How can people who were so wrong on Trump be trusted to tell us who will win the general election?
Here’s Howard Kurtz talking about how the media was wrong on Trump yet that same media assures us that he can’t win the White House.
The Salon article that Kurtz refers to is quite interesting. For example:
The smart numbers crunchers like Five Thirty Eight’s Nate Silver and the New York Times’ Nate Cohn dismissed Trump as a flash in the pan, with Silver writing that “our emphatic prediction is simply that Trump will not win the nomination” and Cohn predicting that Trump’s subsequent comments about John McCain not being the kind of war hero Trump preferred was “the moment Trump’s campaign went from boom to bust.” Perhaps most famously, The Huffington Post covered Trump in its entertainment section rather than its political section as a way of making a statement both about the media’s obsession with Trump and about Trump himself. In the end, They unceremoniously moved their Trump coverage back to its rightful place some time ago and both Silver and Cohn issued their mea culpas yesterday. And they were hardly alone.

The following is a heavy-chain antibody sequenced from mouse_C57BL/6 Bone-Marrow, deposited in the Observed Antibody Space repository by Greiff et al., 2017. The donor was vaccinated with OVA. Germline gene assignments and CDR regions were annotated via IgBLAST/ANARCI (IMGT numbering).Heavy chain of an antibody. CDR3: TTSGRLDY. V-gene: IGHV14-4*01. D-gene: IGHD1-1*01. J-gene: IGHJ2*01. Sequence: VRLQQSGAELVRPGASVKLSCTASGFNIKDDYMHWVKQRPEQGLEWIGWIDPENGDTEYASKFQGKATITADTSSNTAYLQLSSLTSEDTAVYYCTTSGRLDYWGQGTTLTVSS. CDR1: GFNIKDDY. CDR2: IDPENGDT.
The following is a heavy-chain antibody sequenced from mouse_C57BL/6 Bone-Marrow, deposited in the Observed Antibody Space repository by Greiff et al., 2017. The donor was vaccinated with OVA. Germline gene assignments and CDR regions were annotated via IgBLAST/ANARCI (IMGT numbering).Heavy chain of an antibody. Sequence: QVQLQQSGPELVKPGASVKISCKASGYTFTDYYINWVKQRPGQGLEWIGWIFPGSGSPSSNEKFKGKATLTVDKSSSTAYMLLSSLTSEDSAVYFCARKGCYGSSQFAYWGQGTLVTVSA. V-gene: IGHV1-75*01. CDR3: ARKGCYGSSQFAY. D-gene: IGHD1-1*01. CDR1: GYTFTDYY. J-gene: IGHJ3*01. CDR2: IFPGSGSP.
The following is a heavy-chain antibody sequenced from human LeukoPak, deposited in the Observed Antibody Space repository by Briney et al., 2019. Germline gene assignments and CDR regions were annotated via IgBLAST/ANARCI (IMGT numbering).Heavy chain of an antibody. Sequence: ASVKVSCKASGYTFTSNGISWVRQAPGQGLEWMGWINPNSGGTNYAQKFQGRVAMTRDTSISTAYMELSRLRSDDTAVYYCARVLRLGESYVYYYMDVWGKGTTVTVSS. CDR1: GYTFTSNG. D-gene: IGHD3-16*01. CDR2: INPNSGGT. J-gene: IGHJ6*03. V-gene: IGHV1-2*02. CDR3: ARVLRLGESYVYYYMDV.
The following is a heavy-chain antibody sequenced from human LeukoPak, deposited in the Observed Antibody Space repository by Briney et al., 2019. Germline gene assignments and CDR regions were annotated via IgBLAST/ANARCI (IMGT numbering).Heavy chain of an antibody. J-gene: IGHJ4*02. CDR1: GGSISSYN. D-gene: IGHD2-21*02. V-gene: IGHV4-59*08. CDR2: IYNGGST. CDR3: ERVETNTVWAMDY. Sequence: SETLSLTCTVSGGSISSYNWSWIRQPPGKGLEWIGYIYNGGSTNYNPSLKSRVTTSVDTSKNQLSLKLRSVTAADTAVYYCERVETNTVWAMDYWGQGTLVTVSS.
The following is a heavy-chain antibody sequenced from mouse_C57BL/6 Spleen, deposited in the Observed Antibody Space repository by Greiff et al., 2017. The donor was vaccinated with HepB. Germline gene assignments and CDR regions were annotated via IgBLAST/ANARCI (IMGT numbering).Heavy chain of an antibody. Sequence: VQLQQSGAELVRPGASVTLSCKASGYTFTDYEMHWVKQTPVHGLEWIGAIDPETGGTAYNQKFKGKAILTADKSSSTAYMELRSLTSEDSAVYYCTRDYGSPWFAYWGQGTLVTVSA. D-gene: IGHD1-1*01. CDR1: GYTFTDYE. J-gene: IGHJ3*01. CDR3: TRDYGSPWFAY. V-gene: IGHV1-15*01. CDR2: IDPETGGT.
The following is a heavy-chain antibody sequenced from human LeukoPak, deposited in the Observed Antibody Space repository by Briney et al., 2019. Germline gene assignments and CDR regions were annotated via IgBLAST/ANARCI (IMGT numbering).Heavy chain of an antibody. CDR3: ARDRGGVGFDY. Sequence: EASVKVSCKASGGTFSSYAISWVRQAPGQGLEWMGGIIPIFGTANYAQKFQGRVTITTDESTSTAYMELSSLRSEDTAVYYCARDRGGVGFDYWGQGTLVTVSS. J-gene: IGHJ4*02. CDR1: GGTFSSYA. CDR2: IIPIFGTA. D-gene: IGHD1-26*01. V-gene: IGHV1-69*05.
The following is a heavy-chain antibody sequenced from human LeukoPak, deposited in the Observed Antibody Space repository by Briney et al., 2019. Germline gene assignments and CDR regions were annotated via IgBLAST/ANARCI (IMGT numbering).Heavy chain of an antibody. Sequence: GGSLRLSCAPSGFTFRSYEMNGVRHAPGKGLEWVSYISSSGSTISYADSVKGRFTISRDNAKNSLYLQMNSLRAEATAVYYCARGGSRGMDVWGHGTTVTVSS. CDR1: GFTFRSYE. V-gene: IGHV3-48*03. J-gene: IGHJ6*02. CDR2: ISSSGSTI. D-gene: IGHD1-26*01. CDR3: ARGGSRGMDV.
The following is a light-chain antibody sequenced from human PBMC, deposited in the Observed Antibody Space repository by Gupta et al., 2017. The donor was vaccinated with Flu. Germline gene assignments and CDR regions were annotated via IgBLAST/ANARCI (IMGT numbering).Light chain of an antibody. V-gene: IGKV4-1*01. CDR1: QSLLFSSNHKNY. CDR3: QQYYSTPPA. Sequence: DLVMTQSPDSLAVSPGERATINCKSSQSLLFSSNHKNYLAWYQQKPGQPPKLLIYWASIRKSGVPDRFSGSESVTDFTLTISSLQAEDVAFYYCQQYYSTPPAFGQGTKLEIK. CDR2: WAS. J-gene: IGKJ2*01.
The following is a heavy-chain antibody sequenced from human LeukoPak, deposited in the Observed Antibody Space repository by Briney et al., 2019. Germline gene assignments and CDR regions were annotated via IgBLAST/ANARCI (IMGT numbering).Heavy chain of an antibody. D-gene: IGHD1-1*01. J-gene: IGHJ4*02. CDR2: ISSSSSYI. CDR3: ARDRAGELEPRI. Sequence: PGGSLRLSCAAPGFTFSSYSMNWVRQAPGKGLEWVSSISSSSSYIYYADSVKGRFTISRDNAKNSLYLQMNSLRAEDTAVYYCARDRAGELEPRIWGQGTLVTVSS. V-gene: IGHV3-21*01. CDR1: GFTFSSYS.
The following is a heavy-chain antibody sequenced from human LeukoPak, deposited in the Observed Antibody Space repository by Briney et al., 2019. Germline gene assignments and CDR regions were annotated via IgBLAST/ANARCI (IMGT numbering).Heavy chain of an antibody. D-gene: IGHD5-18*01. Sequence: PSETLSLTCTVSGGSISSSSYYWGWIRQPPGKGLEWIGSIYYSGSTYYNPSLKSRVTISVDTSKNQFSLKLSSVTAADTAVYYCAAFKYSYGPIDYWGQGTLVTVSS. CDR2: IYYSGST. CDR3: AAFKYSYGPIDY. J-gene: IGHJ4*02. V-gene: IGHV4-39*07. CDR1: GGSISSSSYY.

Plenty of others made the same prediction. It was conventional wisdom at the time and for some good reasons, perhaps the most important being that the 2012 GOP primary race had featured an epic assortment of weirdos and misfits, some of whom, including Michele Bachmann and Herman Cain, were number one in the polls for a time. Right wing religious extremist Rick Santorum was the runner up in that race, after all. Conventional wisdom held that presidential primaries tend to have a bit of a freakshow quality in the beginning that usually peters out as people begin to pay more attention.
While the Left-wing Salon despises Trump, Kurtz points out that the National Review also treats him with contempt. They can’t seem to see the difference between a primary (when you have a preference among Republican candidates) and a general election when there are only two real possibilities regarding who will become President.
Hopefully, voters are smarter than the writers of the National Review.